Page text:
How are children’s voices heard and reflected in your statement of philosophy?
The Sector > Workforce > Leadership > How are children’s voices heard and reflected in your statement of philosophy?

How are children’s voices heard and reflected in your statement of philosophy?

by Freya Lucas

November 18, 2022

Be You, a specialist national initiative that equips educators to support the mental health and wellbeing of children and young people from birth to 18 years, offers an end-to-end approach for early learning services, school age care services, primary schools, and secondary schools across Australia, supporting them to reflect more deeply on their practice. 


Recently Be You shared a case study from Active Kids Moore Park, outlining the process around reviewing the service’s Statement of Philosophy, and how the voices of the whole learning community guided the review process. 


Extracts from the case study (available in full here) have been shared in the piece below. 


Shared vision 


The review process started with the educator team dedicating time during staff meetings to reflect on why and what they do, how they came to early childhood education and unpacking the impact of their values and beliefs on their practice. 


A goal-oriented process  


Reflective practice at Active Kids Moore Park is considered critical for making informed actions. As such, when it came time to review the statement of philosophy, the educators, the children, families and wider learning community were involved.


By having everyone engaged in active participation in reviewing the philosophy the resulting document was in full alignment with the service’s commitment to respecting, valuing and responding appropriately to all voices.


Be You consultant Carmen Huser was also involved in the process, highlighting tools and resources such as the Be You Statement of Commitment and Planning for Empowerment to incorporate a strong mental health lens in the review process.


She also offered guidance on involving young children in the process to enable the connection between children’s rights to participation and their mental health.


The children’s voices


“Involving the children was also the most rewarding and satisfying part of the review process”, Service Coordinator Suzie Braumann explained.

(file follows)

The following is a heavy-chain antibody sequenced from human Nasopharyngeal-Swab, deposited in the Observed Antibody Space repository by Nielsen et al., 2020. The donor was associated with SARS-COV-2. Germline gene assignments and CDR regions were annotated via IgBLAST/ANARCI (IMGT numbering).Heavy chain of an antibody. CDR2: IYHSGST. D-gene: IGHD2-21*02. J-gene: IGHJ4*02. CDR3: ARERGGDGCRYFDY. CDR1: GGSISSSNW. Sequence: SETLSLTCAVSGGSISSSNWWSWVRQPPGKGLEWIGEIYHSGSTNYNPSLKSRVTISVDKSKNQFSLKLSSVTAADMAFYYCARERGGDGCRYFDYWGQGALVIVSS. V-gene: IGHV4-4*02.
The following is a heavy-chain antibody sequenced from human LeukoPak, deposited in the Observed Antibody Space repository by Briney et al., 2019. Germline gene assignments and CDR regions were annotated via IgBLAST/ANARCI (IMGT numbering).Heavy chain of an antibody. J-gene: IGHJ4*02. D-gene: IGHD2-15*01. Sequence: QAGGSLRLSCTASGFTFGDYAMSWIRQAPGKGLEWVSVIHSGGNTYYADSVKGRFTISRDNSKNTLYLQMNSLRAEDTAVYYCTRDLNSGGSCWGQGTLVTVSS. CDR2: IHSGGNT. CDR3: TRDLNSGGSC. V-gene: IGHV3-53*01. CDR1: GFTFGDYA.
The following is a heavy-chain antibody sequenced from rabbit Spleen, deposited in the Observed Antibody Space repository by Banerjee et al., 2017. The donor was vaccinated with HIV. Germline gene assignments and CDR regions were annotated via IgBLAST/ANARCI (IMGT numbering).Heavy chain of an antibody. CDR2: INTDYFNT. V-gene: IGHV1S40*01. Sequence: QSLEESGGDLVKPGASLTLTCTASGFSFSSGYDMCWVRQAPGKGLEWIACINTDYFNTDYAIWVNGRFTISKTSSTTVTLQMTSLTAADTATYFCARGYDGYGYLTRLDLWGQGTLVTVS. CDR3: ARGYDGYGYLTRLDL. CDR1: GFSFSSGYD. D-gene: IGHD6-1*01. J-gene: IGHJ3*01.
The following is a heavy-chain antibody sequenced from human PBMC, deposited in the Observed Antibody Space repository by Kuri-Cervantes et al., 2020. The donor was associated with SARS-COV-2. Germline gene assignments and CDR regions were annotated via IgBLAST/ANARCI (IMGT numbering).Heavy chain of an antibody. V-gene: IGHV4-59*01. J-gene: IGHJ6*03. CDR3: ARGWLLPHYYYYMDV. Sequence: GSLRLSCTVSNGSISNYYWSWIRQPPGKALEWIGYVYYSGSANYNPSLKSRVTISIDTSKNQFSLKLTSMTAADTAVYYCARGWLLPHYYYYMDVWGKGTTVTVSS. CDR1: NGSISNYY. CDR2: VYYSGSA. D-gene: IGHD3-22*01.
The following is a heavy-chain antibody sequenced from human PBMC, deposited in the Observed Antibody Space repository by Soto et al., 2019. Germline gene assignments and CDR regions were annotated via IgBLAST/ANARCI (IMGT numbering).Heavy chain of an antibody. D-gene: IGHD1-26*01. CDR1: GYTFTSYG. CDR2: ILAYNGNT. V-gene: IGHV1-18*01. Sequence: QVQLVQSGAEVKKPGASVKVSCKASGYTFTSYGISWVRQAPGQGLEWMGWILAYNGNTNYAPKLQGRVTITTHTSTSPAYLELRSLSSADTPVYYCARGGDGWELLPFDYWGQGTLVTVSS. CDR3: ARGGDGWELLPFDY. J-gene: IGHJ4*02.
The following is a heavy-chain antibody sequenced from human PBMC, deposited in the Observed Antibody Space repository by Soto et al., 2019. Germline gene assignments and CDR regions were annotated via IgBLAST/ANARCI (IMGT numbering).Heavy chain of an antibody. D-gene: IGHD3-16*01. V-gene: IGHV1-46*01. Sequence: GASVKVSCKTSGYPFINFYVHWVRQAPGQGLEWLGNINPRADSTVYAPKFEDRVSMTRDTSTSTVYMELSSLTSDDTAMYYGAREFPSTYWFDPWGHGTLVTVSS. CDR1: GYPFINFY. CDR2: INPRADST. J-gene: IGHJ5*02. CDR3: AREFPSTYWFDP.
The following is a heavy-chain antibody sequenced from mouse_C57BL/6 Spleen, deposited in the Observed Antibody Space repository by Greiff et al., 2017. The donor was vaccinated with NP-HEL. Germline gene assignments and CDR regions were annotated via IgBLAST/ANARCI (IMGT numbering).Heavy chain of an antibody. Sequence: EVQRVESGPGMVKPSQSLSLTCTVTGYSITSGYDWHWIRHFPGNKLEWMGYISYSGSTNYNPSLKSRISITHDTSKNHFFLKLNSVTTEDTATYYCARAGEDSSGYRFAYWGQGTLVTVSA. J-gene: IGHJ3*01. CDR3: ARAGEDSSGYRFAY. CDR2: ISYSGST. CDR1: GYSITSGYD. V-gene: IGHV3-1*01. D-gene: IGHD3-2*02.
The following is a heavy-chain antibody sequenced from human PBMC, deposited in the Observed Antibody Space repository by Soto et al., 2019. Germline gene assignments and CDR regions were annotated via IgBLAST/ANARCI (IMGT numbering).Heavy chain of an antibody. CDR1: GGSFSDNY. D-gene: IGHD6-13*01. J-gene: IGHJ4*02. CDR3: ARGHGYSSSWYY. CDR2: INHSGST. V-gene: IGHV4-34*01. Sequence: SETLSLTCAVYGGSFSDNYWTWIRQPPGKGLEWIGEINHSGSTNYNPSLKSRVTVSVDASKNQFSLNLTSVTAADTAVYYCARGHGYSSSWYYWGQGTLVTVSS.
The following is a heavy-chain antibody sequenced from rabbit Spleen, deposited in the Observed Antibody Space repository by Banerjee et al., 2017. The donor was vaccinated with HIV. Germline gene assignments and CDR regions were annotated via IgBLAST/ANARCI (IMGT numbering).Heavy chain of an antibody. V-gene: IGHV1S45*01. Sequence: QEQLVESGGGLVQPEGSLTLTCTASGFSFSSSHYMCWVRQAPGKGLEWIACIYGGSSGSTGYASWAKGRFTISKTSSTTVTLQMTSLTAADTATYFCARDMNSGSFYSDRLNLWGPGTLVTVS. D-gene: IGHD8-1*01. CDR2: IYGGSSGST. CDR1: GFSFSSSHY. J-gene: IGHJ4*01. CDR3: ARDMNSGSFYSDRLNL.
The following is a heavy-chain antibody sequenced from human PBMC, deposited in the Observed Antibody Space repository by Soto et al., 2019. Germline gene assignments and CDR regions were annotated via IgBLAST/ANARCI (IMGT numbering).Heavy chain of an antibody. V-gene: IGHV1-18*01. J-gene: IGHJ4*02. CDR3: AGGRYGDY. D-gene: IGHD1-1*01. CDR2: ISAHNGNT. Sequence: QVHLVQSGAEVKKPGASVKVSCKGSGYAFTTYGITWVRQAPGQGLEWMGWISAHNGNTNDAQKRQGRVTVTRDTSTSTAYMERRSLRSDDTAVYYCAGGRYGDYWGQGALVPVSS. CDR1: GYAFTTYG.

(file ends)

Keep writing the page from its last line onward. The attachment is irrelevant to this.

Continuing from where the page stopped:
Whilst the leadership team sought involvement of key community stakeholders, the children’s voices were the most crucial. 


Ms Braumann drew on the regular practice of children contributing to the educational program, daily routines, and their Quality Improvement Plan. After speaking to Carmen, Suzie took inspiration from the Be You Implementation story, Including young children’s voices.


Capturing ideas


With small groups of pre-school children, Ms Braumann led conversations using big boards, visual aids and photos to drive the conversation. Children quickly felt empowered to lead the conversations themselves.


Children’s authentic participation 


The existing philosophy statement had headings, such as vision, goals, and the stakeholders: educators, children, families, community. These headings, as well as, the principles underpinning the National Quality Standard formed the basis for the conversations with the children. 


They provoked the children to talk about the diversity of families in the community; friendships; their rights; everyone’s feelings and wellbeing. The children’s interpretation of these significantly contributed to the new statement.


Positive relationships, knowing the children, trust and child-friendly time frames made this review process so successful.


The statement is now framed and proudly displayed at the early learning service for everyone to see.


Services are invited to reflect on the way children’s voices are being incorporated into their philosophies and daily practice. The In Focus webinar The voice of the child may support. 

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